- Use a personal “from” address. Avoid using a corporate generic such as “customer service” as an email sender. Customers are apt to ignore these messages, but more likely to react to an email with a person’s name.
- Explain why they are receiving the email. Let customers know the purpose of the email right away. Tell customers how the feedback request ties to a recent interaction or purchase–and let them know how the feedback they provide will shape their experiences in the future.
- Set expectations on survey length and completion time. Make sure customers know how many questions the survey contains and give them an estimate of how long it will take them to complete.
- Make the survey link bold and clear. Don’t bury the survey link in text. Instead, call attention to it with a larger font size, bold color, or other call-to-action.
- Say “thank you.” An expression of gratitude makes customers feel appreciated — both for the time invested in the survey and their business relationship.
For post-interaction email surveys, aim to send a survey invitation as soon as possible after an interaction–ideally, within 24 hours or less. Alternatively, for a relationship email, set the send time according to customers’ time zones. Studies have shown the strongest email open rates occur for emails sent at 10:00 or 11:00 AM, 8:00 PM to midnight, 2:00 PM or 6:00 AM.
Mid-week email sends have higher response rates–with Tuesday ranked best, followed by Thursday, and Wednesday.
Image Source: CoSchedule
SMS Survey Invitations
As mobile devices and texting has earned widespread adoption, SMS has become an important feedback collection for brands. And SMS response rates are high- ranging from 15% to 35%. Still, SMS is more costly than other survey alternatives, so companies should carefully plan their SMS survey invitation strategy.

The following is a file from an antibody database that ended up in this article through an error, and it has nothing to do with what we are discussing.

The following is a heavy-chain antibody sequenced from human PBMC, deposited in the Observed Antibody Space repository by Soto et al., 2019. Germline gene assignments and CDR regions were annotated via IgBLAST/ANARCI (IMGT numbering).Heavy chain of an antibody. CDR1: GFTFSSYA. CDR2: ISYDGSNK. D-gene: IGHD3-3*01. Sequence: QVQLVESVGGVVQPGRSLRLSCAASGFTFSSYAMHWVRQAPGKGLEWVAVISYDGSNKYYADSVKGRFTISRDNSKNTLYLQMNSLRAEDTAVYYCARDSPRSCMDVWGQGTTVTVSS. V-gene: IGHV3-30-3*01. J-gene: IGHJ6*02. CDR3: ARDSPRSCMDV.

- Only request feedback from customers who have opted-in. Even if a customer provides a mobile number, brands should not automatically assume they have permission to send SMS messages. Companies can employ opt-in technologies or custom short codes to make it easy for customers to join SMS lists.
- Personalize interactions whenever possible. People are very attached to their mobile phones–and often carry them throughout the day. Respect that any company-sponsored text treads into personal territory–and make the survey invitation feel human and customer-focused.
- Time survey invitations carefully. As with other types of survey invitations, the best time to contact customers is shortly after a service event. If not sending messages right away, avoid evenings and early mornings. The best time to send SMS messages is during business hours–between 9:00 AM and 6:00 PM in customers’ time zones.
- Set clear expectations. Let customers know how long the survey should take–and the method for collecting information. Many mobile surveys keep the survey dialog within SMS using a back-and-forth model, but others may link to a web survey for more detailed feedback gathering.
Although corporate uptake of SMS surveys has been somewhat slow, those that embrace text-based surveys can quickly win customer favor. A recent global study found that nine out of 10 consumers want to receive texts from companies–but less than half of brands have the infrastructure to meet this preference.
Image Source: Twilio
Effective CX Survey Invitations Secure More Meaningful Customer Feedback
Most CX practitioners know they need to secure more feedback–but are competing for customers’ time and attention. Crafting clear, attention-grabbing survey invitations can overcome this hurdle.
As more companies move towards a multi-channel feedback gathering approach, they need to devise specific CX survey invitation approaches for each channel. This approach takes effort, but can yield more meaningful customer insight that can shape critical business decisions.
Author: Connie Harrington
Connie is a content strategist and serves as managing editor of the eTouchPoint blog. Possessing 15+ years of international experience across five continents, her focus areas include: customer experience management, customer contact management, communications planning, content marketing, email marketing, and employee engagement. Previously, she held marketing and communications leadership positions at CGI, Mindwrap, and TEOCO. She earned a B.A., cum laude, from the College of William and Mary in Virginia.